Go girls not long now to Samoa.Rugby World cup starts soonBig Blachrock love to you all. Fiona Roberts.

  3. I can not imagine to be confined to that little space for 10 hours. I will be ceased up and not be able to come out again.
    Another phrase
    To feel GROGGY means to feel generally run down and unwell, often as a result of drinking too much. In 1740 Admiral Vernon, the commander in chief of the West Indies, replaced the neat rum which was then issued to all sailors twice daily, with a watered-down version. The Admiral was a well-known figure and had the nickname ‘Old Grog’ because of his trademark Grogam coat (a rough mixture of mohair and silk). Thomas Trotter, a sailor on board the Berwick, wrote the following passage in 1781:
    A mighty bowl on the deck he drew
    And filled it to the brink
    Such drank the Burford’s gallant crew
    And such the gods shall drink
    The sacred robe which Vernon wore
    Was drenched within the same
    And hence his virtues guard our shore
    And Grog drives its name
    According to The Guardian’s Notes & Queries, Series 1, the unhappy sailors of the fleet soon began calling the new watered-down ration ‘Grog’ and as a natural progression drunk sailors were considered ‘groggy’.
    I think it is right to say you felt groggy after that session in the cabin and your sleeping routine turned upside down.
    Keep on believing in yourselves and keep going. Keep safe. Love to you all. XXX
    Come on Simon . Where are you? You are the cornerstone of these comments.

  4. Babs says:

    Well you poor girls, I can’t imagine how unbearable your conditions are right now, but can only admire the strength and determination that you all have to have, to help you get through this. I shall never complain of a ‘hot flush’ again. It now looks like you must be back out on the oars, as the little pink boat shows 1.2nmiles ,fingers crossed the seas and wind are becoming more favourable. Keep strong, dig deep, and most of all stay safe, you have no idea how many lives you girls are touching.

  5. Robert says:

    Throw all your conventional wisdom out the porthole (you don’t have one?) the south east trades about 500nm west of you a feeding a massive low NW of Hawaii centered at 36.33° N, 177.10° W . Air from the southern hemisphere is being sucked into a low in the northern hemisphere. No ITCZ no doldrums ladies. You have Funafuti garbage dump 1424 nm from you on 242.65 (great circle) as an option (has international airport, coconuts & looks cool), or if your supply of Orios is up to it, Vanuatu is a mere 2238 nm on 241 non stop, or you could have a break, pick up an Orio food parcel at Funafuti …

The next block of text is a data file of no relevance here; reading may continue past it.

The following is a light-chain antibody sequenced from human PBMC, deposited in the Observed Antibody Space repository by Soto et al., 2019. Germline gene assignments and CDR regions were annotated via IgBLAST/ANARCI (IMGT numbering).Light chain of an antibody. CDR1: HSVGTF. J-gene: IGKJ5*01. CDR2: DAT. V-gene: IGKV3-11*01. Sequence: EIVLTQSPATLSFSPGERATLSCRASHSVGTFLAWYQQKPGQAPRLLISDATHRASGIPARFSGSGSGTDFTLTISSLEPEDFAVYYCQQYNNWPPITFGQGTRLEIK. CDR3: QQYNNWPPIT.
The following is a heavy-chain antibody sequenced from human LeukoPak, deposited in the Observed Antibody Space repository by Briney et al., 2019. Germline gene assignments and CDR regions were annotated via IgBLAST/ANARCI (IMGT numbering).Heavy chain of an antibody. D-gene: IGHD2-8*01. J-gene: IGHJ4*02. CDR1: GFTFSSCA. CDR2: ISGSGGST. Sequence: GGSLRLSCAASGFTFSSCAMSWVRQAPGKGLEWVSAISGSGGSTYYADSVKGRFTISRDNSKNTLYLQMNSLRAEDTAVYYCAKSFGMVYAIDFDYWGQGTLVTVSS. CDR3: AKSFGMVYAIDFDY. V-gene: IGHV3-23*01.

6. Simon TY says:

    OMG, Sarel, named and shamed. The depressing thing is that I am not sure what to add….to enthuse….to encourage….without sounding twee or patronising or just idiotic.It is difficult to comprehend. Izzy is the only one who “knows what it is like”.

    Love the comment on Grog, adds to my knowledge of trivia. One day, one pub quiz, will come in handy.

    By now, the girls must have been through the BAM wall names a hundred times. poor Lizanne must be on massive catch up……we know all about her/him already. Anyhow, Laura knows of G. Gs name is up there. Send a little near Equatorial prayer up for my darling G.

    XXX

  7. Robert says:

    229 will take you just north of Fiji which is better than struggling to get to Samoa. I think you’d be better to free off a bit more on 242 to Funafuti then Vanuatu even though that will put you at the northern tip of New Caledonia. You have a “need for speed” our cyclone season starts in just over a couple of months but most of the early ones hit the north east coast. Get a couple of surfboat sweeps from Croker Oars delivered to your next rower swap stop & try rowing surfboat style:) Also change your watches to 8 hours to get some sleep. Your present sleep pattern is used by interrogators to brainwash their prisoners??? hello!

    • Robert says:

      North West coast of Australia gets the first cyclones (NOT NE) Example:
      “Laurence 2009 16&21 December 205 km/h (125 mph) 925 hPa”
      Whereas on the North East coast:
      “Severe Tropical Cyclone Yasi began developing as a tropical low northwest of Fiji on 29th January and started tracking on a general westward track.”
      Is about the earliest your going to get.
      Also remember Australia uses a wimp category system, roughly subtract 2 categories to get equivalent to a hurricane or typhoon. Katrina was 3 when it hit New Orleans, Australians would have called it a 5! They’ll tell you they average the winds differently, whatever!